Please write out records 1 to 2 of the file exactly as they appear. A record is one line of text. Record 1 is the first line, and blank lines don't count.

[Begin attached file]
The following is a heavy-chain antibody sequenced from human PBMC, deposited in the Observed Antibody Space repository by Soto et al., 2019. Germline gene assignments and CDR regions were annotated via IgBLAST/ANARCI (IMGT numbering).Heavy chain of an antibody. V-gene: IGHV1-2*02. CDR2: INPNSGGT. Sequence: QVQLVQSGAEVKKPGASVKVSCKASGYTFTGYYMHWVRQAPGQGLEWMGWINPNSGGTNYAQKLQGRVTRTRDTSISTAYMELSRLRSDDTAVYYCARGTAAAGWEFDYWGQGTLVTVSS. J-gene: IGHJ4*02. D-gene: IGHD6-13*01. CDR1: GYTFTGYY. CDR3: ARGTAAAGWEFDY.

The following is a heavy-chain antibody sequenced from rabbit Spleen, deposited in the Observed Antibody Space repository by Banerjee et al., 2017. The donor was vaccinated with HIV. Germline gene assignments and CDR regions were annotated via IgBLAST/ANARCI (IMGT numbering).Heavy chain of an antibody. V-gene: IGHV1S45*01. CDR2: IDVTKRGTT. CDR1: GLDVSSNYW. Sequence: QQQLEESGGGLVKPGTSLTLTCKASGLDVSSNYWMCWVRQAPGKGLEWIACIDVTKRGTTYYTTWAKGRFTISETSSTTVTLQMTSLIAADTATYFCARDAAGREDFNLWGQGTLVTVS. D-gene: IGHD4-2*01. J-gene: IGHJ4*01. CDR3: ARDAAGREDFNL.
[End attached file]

The following is a heavy-chain antibody sequenced from human PBMC, deposited in the Observed Antibody Space repository by Soto et al., 2019. Germline gene assignments and CDR regions were annotated via IgBLAST/ANARCI (IMGT numbering).Heavy chain of an antibody. V-gene: IGHV1-2*02. CDR2: INPNSGGT. Sequence: QVQLVQSGAEVKKPGASVKVSCKASGYTFTGYYMHWVRQAPGQGLEWMGWINPNSGGTNYAQKLQGRVTRTRDTSISTAYMELSRLRSDDTAVYYCARGTAAAGWEFDYWGQGTLVTVSS. J-gene: IGHJ4*02. D-gene: IGHD6-13*01. CDR1: GYTFTGYY. CDR3: ARGTAAAGWEFDY.

The following is a heavy-chain antibody sequenced from rabbit Spleen, deposited in the Observed Antibody Space repository by Banerjee et al., 2017. The donor was vaccinated with HIV. Germline gene assignments and CDR regions were annotated via IgBLAST/ANARCI (IMGT numbering).Heavy chain of an antibody. V-gene: IGHV1S45*01. CDR2: IDVTKRGTT. CDR1: GLDVSSNYW. Sequence: QQQLEESGGGLVKPGTSLTLTCKASGLDVSSNYWMCWVRQAPGKGLEWIACIDVTKRGTTYYTTWAKGRFTISETSSTTVTLQMTSLIAADTATYFCARDAAGREDFNLWGQGTLVTVS. D-gene: IGHD4-2*01. J-gene: IGHJ4*01. CDR3: ARDAAGREDFNL.